Believers and sceptics have spent the past few days examining the value of “peer review”, and the weight of validity that should be placed on “publication”. Monckton is a classics scholar and former journalist, which believers maintain is enough to disqualify him from holding an opinion.

(Whether it’s science is not in question – whether it’s “good science” or “bad science” is the question. An earlier presentation by Monckton examining questioning climate sensitivity received was examined (http://www.realclimate.org/index.php/archives/2006/11/cuckoo-science/) by NASA’s Gavin Schmidt on the believers’ blog, RealClimate.org.)

But for anyone without a dog in this race, and perhaps not familiar with the “state of the science” there may be a couple of surprises in Monckton’s paper.

One is how small the field of “experts” really is. The UN’s IPCC is tasked with producing a summary of the “scientific consensus” and claims to process the contributions of some 2,500 scientists. But as Monckton writes:

“It is of no little significance that the IPCC’s value for the coefficient in the CO2 forcing equation depends on only one paper in the literature; that its values for the feedbacks that it believes account for two-thirds of humankind’s effect on global temperatures are likewise taken from only one paper; and that its implicit value of the crucial parameter κ depends upon only two papers, one of which had been written by a lead author of the chapter in question, and neither of which provides any theoretical or empirical justification for a value as high as that which the IPCC adopted.” [our emphasis]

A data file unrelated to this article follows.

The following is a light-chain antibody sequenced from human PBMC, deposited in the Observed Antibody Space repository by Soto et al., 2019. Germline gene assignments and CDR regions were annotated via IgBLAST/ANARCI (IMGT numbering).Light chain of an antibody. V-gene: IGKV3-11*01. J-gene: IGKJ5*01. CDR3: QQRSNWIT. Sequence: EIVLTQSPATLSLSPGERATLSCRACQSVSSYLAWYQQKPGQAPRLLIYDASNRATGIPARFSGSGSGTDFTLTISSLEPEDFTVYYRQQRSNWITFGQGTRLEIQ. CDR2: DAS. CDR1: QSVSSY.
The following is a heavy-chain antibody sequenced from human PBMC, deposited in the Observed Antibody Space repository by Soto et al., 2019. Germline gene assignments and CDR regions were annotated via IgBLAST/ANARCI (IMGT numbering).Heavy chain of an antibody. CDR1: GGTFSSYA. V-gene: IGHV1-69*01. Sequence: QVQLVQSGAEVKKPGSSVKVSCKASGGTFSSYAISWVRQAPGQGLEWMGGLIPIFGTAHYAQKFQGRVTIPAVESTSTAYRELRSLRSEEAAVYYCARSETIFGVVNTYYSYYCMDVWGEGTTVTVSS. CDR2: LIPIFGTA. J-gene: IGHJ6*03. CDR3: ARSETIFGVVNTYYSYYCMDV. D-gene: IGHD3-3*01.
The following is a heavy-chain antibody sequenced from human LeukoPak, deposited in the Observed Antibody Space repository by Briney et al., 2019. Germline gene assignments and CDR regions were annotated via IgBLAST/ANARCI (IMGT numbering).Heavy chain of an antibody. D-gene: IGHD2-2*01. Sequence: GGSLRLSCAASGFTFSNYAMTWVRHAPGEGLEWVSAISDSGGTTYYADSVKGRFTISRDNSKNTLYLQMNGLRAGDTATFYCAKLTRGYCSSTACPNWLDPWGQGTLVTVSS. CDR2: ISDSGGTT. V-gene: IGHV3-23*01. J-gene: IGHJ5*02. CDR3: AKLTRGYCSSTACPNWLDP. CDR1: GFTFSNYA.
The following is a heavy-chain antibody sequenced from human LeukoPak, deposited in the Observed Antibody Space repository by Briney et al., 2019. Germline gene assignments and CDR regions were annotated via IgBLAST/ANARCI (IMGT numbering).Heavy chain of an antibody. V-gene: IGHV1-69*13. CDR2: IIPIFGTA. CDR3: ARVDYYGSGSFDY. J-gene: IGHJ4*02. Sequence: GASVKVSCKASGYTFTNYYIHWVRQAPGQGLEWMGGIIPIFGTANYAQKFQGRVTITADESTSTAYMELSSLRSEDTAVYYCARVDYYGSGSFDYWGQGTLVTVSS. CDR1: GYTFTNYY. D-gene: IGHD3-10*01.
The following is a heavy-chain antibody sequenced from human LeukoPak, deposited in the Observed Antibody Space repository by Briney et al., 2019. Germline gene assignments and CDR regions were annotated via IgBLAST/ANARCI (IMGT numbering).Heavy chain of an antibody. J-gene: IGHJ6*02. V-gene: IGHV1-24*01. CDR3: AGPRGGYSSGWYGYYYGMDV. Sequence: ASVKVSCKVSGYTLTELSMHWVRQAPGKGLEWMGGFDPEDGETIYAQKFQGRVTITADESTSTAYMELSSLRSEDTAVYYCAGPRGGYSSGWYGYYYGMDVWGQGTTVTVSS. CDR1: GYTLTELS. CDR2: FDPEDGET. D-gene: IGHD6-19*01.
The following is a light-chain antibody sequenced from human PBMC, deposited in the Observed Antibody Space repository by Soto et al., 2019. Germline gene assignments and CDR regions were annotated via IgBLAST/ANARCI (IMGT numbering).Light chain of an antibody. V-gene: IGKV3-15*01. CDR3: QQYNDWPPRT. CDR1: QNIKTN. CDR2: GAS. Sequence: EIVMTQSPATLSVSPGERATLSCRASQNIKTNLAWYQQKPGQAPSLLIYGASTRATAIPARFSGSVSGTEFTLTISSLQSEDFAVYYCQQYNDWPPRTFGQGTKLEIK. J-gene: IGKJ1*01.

Another eye-opener is his explanation of how the believers’ climate models are verified:

“Since we cannot measure any individual forcing directly in the atmosphere, the models draw upon results of laboratory experiments in passing sunlight through chambers in which atmospheric constituents are artificially varied,” writes Monckton. “Such experiments are, however, of limited value when translated into the real atmosphere, where radiative transfers and non-radiative transports (convection and evaporation up, advection along, subsidence and precipitation down), as well as altitudinal and latitudinal asymmetries, greatly complicate the picture.”

In other words, an unproven hypothesis is fed into a computer (so far so good), but it can only be verified against experiments that have no resemblance to the chaotic system of the Earth’s climate. It is not hard to see how the scientists could produce an immaculate “model” that’s theoretically perfect in every respect (all the equations balance, and it may even be programmed to offer perfect “hind-casting”), but which has no practical predictive value at all. It’s safe from the rude intrusion of empirical evidence drawn from atmospheric observation.